Not So Fast


Not So Fast
© Zerophoto

Your Business

The conference room is quiet. Everyone there knows that a solution is critical; the company’s future depends on a decision that must be made by management immediately.

Or does it? Slow down a bit. Don’t let yourself be bulldozed. Take time to think this through. There might be a better way to go.

Those of us who have had to make snap decisions in the past may have gotten a little too accustomed to solving problems like this on the fly. Often a more considered approach will produce better results.

Note: Those persons who are widely known to make snap decisions are also more easily taken advantage of by opponents in tough negotiations.

Additional reflection is usually beneficial, particularly when important long-term issues are involved. A slight delay in the decision will seem insignificant later.

Action that results from thoughtful analysis may head off a host of unexpected negative ramifications in the future. 

Yes, I know there are arguments about what is best in the broad expanse of management decision-making, which lies between the “shoot from the hip” and “paralysis by analysis” extremes. Individual personalities and backgrounds cause managers to lean one way or another, and that can be frustrating. 

Maybe a plaque should be hung somewhere saying, “Not so fast; there may be other factors to consider,” to remind everyone that some situations are more complex than they may initially appear.

There are occasions when additional data may be required before an informed decision can be made. And the passage of time can unexpectedly reveal important information—good and bad—which had not been previously known.

Circumstances may look quite different when more facts are available, and early “gut decisions” made in haste are often just plain wrong.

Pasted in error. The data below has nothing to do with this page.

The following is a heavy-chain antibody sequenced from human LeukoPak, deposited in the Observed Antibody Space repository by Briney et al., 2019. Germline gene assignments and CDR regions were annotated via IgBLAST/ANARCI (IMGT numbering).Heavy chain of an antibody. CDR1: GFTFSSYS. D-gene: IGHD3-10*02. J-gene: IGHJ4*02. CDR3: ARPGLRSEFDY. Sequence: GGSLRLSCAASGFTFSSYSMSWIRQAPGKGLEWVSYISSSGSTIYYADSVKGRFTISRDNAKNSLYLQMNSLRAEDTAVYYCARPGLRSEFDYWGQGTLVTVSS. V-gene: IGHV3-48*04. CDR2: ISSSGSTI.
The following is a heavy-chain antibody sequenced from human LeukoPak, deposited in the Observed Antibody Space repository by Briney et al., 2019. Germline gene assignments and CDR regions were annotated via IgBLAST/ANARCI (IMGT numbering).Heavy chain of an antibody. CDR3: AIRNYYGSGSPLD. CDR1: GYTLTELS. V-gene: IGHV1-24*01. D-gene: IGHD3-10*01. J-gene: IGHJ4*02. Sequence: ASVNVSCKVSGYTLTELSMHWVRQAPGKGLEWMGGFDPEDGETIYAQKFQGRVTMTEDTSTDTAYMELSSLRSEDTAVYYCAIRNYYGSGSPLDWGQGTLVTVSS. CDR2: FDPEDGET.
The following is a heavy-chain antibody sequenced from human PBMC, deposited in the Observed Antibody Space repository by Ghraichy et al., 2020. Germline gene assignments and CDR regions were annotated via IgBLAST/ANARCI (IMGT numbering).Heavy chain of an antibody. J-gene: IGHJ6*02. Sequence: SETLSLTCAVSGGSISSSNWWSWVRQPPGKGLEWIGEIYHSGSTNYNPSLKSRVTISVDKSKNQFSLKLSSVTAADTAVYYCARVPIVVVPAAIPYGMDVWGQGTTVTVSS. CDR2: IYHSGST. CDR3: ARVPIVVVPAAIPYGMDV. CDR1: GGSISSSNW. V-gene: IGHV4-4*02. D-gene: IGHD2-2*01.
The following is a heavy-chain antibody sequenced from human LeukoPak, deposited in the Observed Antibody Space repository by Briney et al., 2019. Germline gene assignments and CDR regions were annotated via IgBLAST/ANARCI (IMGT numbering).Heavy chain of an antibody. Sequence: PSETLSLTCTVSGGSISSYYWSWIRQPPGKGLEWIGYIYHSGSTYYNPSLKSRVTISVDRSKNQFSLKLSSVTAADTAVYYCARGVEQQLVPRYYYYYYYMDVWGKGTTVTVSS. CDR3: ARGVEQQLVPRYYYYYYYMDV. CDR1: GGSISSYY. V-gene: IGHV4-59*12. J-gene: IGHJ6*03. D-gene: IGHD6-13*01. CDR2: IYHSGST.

Here are a few cautionary examples:

1.“Everybody’s doing it; let’s follow the crowd!”

Not so fast. That’s no way to run a successful business. We could get away with that as kids, but business executives are supposed to be smarter than that. Note: Those companies that have become unnecessarily involved in social fads or politics are paying dearly for it.

2. “That prospective supplier is very convincing, and we can save money. Let’s switch.”

Not so fast. Be cautious in making such a move. Note: A well-respected stationery supplier switched some of its business to a Mexican manufacturer, and now its note cards don’t print well and its adhesive shipping labels don’t stick. How respected is that company now?

3. “COVID-19 can be controlled by locking everything down and restricting normal activity.” 

Not so fast. We were willing to do almost anything to halt the virus spread because we were scared, but the corrective measures taken were often misdirected. Many government fiats hurt more than helped. If a similar threat appears in the future, there should be more thoughtful planning and less rigid control of the populace. 

4. “All cars sold by 2035 must be electric.”

Not so fast. There are major problems with the availability of critical materials and guaranteed electric power from the grid. Such government decrees alone cannot provide long-term results; businesses will make it happen when there is an identifiable
market for it.  

Jack Goodhue, management coach, can be reached at

Related Topics

Business    Management